Early in my career, I got a phone call from a corporate recruiter wanting to talk to me about a potential job opportunity. The call was well-timed. I was ready to move on to the next phase of my career, and the recruiter proved helpful in navigating the waters. He gave me a detailed overview of the position and the company. He helped me set-up the interviews and gave me some background on the hiring manager.
Then as the interview process continued, he served as the liaison between myself and HR. He dealt with my salary negotiations and even a relocation package. He did everything without costing me a dime. The company was paying his fee, but it was in his best interest to make the job offer match my requirements. When this scenario happens, recruiters can be a valuable resource. They not only have access to jobs which companies are eagerly working to fill. But they have an incentive to find candidates who they can guide through the process.
What is a Job Recruiter?
In a nutshell, a job recruiter or corporate recruiter is a consultant who tries to match candidates to specific job openings. Usually, headhunters are specialists in certain fields. They specialize in marketing, software development, accounting, and others. Some are industry experts like healthcare, financial services, or energy. A job recruiter's goal is to expand their network of potential candidates in their focus areas so that when job opportunities come along, they have a database of candidates. They can then screen these candidates for a specific position and if there's a good match, forward that candidate directly to the hiring manager. This can save a great deal of time and frustration for the job seeker by getting their information directly in front of the right person.
Some headhunters are also for hire and will work on your behalf to find jobs. This is often a service used by highly paid, senior executives. Most of them are looking for their next large opportunities. There might be a flat fee for the service. More likely, it’s a percentage of the agreed compensation package once you found a job match.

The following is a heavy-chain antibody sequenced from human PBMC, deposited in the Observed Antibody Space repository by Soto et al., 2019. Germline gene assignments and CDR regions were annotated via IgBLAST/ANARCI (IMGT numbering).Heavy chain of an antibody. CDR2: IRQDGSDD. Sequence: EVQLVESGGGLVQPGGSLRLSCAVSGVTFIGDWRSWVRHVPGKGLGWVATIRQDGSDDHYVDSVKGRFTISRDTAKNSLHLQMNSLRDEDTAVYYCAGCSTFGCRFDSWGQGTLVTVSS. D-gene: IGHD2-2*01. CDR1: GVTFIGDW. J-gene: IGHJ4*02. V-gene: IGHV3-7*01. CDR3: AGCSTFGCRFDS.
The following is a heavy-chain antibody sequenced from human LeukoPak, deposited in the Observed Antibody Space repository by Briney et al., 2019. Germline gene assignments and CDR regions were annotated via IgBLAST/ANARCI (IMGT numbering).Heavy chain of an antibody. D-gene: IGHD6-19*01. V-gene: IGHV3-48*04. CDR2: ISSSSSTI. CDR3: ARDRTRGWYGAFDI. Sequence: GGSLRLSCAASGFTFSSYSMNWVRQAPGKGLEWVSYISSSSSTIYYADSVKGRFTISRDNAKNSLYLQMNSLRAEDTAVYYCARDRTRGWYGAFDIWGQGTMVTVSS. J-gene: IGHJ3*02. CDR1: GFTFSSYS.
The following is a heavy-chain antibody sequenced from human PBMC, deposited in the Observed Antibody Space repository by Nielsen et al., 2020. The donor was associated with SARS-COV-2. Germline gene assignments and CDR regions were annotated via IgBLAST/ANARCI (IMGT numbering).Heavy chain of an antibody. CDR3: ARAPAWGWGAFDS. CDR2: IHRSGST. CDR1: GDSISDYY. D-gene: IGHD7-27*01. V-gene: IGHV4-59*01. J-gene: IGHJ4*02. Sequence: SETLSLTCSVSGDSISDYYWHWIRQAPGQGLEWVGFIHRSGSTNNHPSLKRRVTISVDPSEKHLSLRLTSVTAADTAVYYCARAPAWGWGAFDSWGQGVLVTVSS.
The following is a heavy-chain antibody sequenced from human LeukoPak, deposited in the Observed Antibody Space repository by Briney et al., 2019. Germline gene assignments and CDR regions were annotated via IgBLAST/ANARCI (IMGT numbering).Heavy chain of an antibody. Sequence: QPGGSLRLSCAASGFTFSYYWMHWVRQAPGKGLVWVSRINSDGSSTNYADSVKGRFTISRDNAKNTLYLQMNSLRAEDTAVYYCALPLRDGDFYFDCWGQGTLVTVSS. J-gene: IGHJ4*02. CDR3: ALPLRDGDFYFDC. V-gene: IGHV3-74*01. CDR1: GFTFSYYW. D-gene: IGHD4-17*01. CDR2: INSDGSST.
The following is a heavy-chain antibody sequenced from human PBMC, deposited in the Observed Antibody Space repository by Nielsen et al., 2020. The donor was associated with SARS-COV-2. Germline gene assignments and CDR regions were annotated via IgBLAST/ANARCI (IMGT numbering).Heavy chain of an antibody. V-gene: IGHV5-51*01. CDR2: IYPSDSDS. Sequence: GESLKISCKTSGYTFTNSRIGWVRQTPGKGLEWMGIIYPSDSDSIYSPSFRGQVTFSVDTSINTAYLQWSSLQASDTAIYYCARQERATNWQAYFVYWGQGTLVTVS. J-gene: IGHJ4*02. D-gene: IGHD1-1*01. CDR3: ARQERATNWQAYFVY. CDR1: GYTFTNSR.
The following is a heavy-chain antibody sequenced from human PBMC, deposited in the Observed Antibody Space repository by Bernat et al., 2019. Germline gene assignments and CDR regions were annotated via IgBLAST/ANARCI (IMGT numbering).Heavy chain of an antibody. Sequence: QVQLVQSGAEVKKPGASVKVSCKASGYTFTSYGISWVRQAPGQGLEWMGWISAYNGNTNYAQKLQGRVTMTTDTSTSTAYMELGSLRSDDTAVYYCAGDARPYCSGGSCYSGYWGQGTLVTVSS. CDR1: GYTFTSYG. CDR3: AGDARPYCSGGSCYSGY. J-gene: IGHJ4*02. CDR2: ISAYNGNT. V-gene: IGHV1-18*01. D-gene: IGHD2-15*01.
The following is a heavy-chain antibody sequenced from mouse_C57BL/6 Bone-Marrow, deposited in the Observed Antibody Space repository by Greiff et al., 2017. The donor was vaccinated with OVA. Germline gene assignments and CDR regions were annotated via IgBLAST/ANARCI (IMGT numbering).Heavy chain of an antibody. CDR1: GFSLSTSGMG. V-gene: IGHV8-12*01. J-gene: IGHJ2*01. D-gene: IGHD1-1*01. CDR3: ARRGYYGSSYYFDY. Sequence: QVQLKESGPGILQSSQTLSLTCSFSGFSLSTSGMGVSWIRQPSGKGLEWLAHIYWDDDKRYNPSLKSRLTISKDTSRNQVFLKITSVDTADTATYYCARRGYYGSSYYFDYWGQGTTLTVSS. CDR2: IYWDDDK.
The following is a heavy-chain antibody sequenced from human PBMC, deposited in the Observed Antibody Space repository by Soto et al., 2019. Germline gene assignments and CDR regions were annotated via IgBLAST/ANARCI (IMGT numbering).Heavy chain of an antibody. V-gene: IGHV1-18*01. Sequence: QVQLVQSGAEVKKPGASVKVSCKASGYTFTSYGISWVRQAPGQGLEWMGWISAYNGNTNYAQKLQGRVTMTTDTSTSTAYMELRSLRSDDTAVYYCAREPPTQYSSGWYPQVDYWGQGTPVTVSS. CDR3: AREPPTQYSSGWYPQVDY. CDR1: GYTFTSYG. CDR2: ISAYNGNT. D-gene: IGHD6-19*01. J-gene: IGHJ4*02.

Services Offered by a Job Recruiter
Have you been thinking about leaving your corporate job? A job recruiter doesn't only match candidates to job openings. They help candidates write resumes, cover letters, and improve LinkedIn profiles to raise visibility and increase the chance potential employers will notice a candidate. They usually charge a fee for these services and this extra income source fills the gaps between placing candidates. It also leverages the knowledge of the job recruiter. The task is highly dependent on their experience. You're likely to get very different advice from different recruiters. I’ve noticed that resume writing services have become a stronger focus for many recruiters and they push these extra services aggressively.
What to Expect
For me, one of the misconceptions of a job recruiter is that they have a genuine interest in getting to know you. A job recruiter's goal is to match existing job openings with suitable candidates. If you’re not a match for openings they currently have, it might be difficult to even get a phone call or email returned. It's not a surprise that many recruiters I’ve reached out to over the years have ignored me. Despite their seeming indifference, many of these same recruiters will be active on social networks. They tell job seekers to reach out and announce having opportunities in certain industries or for certain positions. But in my experience, their goal is simply to collect resumes for their database. If you’re not a fit for something they’re currently working on, they have no interest in engaging in a conversation.
I guess, in some ways it makes sense. There are only so many hours in the day. Calling job seekers to hear about their career search might not be the best use of their time. But they often want to at least sell extra services like resume reviews and profile updates. So to me, it’s just bad business to ignore potential customers, but it seems to happen all the time.
When you do hear from a job recruiter, they are likely to act like your best buddy. They’ll be attentive, call you back with updates, and track your progress. After all, they don’t get paid until you get the job, so expect them to be engaged. Something may happen in the interview process, or the company may decide you’re not the right fit. Don’t be surprised if your best buddy ghosts you and suddenly goes quiet. Often times, they don’t even share helpful feedback if they’ve received it, which is frustrating. They don’t like being the bearers of bad news or having to justify the reasons why the company decided not to proceed.
Recruiters can be a valuable resource to job seekers, just know the caveats.
Job recruiters can definitely be helpful resources. They keep a watchful eye on their industry or areas of focus. Sometimes they have access to jobs that might not show up in more public forums. And even if they don’t reply, your resume is getting filed away for future reference. Someday, you might get a call out of the blue, but don’t expect recruiters to be career coaches unless you’re willing to sign-up for costly add-on services. The value of those services is subjective, but if you feel your resume isn’t getting noticed, they might be worthwhile.